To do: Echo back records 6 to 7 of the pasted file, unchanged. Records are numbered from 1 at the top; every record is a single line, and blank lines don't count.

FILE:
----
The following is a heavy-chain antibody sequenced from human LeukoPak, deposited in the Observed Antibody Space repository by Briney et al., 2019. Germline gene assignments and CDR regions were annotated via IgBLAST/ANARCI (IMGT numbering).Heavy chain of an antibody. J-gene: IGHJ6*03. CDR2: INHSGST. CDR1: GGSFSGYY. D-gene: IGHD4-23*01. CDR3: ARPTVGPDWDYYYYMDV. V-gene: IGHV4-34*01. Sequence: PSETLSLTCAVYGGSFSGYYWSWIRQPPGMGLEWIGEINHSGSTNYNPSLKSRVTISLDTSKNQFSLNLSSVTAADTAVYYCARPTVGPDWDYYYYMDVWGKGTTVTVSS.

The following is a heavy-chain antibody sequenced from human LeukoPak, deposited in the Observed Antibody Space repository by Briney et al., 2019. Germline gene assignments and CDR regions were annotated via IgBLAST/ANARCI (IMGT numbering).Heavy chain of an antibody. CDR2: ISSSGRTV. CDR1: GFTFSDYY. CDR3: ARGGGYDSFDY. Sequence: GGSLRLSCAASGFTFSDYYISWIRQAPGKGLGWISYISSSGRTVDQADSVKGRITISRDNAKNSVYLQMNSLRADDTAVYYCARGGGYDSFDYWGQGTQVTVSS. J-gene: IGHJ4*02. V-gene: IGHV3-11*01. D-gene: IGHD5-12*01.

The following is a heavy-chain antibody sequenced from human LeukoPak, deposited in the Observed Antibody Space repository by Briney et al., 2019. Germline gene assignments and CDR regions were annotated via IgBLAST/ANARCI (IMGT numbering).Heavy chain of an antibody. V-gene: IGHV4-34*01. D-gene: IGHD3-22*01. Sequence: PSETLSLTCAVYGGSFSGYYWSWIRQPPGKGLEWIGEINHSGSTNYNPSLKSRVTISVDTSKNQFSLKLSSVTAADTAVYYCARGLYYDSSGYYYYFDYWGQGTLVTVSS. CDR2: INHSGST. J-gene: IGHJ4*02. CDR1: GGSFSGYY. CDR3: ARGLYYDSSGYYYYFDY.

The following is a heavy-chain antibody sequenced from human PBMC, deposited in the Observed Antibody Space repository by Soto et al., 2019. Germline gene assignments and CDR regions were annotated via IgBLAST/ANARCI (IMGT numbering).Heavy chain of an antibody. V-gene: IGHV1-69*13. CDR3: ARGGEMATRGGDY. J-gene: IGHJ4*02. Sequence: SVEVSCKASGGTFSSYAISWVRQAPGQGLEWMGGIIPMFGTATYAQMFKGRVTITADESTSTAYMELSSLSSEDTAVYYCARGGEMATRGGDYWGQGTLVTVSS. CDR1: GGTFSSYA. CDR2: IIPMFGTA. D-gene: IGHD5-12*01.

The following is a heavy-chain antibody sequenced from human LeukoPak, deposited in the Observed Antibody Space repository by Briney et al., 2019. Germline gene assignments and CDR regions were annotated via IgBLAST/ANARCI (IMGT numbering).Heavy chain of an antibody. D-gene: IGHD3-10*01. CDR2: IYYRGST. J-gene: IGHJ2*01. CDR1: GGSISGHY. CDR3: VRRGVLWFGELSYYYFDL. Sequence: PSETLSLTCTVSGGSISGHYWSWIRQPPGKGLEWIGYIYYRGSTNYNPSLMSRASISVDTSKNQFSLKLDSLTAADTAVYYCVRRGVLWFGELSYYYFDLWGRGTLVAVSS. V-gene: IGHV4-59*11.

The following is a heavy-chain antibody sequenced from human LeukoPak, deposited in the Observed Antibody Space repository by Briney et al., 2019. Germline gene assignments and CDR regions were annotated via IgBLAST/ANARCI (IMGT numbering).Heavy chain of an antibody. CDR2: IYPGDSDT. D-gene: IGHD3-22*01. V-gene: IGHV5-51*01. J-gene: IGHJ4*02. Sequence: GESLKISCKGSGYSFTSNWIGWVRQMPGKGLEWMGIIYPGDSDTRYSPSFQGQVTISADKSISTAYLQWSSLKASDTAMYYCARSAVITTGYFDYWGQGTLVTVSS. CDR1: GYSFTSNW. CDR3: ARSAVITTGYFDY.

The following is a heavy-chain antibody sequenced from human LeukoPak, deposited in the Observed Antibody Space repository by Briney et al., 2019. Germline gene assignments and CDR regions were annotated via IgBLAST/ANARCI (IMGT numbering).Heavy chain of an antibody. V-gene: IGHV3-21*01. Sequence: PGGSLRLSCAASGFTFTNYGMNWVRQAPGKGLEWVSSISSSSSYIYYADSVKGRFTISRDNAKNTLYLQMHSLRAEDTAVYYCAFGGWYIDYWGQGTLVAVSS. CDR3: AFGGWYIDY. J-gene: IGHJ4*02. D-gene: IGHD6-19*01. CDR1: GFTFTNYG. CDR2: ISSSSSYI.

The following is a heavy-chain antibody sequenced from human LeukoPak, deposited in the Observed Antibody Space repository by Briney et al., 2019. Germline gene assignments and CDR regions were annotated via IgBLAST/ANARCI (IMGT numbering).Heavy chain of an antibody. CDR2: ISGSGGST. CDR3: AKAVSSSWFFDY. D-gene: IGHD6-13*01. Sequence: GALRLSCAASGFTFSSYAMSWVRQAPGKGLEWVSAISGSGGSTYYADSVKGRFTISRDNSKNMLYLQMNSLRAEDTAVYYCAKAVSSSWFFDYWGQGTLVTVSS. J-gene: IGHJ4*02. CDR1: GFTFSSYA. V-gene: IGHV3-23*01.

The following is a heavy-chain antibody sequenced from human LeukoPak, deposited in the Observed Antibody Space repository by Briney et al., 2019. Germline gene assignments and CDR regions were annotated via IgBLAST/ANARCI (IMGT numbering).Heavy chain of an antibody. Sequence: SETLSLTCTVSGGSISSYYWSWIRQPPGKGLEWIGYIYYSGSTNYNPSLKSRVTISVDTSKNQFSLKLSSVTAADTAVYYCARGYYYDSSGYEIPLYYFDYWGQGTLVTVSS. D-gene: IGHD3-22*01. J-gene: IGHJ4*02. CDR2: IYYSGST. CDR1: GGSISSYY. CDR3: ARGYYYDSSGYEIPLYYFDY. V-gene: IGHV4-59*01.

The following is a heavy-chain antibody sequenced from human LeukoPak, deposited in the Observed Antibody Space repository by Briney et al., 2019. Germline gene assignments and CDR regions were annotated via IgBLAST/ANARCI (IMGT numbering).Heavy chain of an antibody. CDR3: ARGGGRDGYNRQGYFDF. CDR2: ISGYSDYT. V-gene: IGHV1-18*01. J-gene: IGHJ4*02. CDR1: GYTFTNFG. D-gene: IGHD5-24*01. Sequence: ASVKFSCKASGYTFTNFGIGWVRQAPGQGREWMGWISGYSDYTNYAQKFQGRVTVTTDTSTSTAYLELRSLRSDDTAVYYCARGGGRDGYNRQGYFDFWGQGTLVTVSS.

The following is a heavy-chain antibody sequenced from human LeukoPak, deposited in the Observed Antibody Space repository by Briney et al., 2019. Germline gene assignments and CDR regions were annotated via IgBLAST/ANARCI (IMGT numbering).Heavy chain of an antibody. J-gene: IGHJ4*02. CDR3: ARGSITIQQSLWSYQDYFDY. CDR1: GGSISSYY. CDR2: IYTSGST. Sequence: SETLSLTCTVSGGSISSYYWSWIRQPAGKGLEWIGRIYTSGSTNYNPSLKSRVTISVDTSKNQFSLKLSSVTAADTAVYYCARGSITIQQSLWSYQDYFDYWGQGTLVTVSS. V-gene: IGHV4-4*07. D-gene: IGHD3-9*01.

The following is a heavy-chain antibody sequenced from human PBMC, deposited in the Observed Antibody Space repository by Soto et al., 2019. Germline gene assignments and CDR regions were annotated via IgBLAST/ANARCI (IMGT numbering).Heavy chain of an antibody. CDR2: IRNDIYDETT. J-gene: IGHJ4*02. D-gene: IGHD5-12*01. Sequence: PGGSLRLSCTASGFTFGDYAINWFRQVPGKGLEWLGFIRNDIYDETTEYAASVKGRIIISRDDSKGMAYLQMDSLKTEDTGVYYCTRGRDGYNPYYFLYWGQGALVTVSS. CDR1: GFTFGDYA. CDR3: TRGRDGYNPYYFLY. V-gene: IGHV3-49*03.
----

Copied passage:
The following is a heavy-chain antibody sequenced from human LeukoPak, deposited in the Observed Antibody Space repository by Briney et al., 2019. Germline gene assignments and CDR regions were annotated via IgBLAST/ANARCI (IMGT numbering).Heavy chain of an antibody. CDR2: IYPGDSDT. D-gene: IGHD3-22*01. V-gene: IGHV5-51*01. J-gene: IGHJ4*02. Sequence: GESLKISCKGSGYSFTSNWIGWVRQMPGKGLEWMGIIYPGDSDTRYSPSFQGQVTISADKSISTAYLQWSSLKASDTAMYYCARSAVITTGYFDYWGQGTLVTVSS. CDR1: GYSFTSNW. CDR3: ARSAVITTGYFDY.

The following is a heavy-chain antibody sequenced from human LeukoPak, deposited in the Observed Antibody Space repository by Briney et al., 2019. Germline gene assignments and CDR regions were annotated via IgBLAST/ANARCI (IMGT numbering).Heavy chain of an antibody. V-gene: IGHV3-21*01. Sequence: PGGSLRLSCAASGFTFTNYGMNWVRQAPGKGLEWVSSISSSSSYIYYADSVKGRFTISRDNAKNTLYLQMHSLRAEDTAVYYCAFGGWYIDYWGQGTLVAVSS. CDR3: AFGGWYIDY. J-gene: IGHJ4*02. D-gene: IGHD6-19*01. CDR1: GFTFTNYG. CDR2: ISSSSSYI.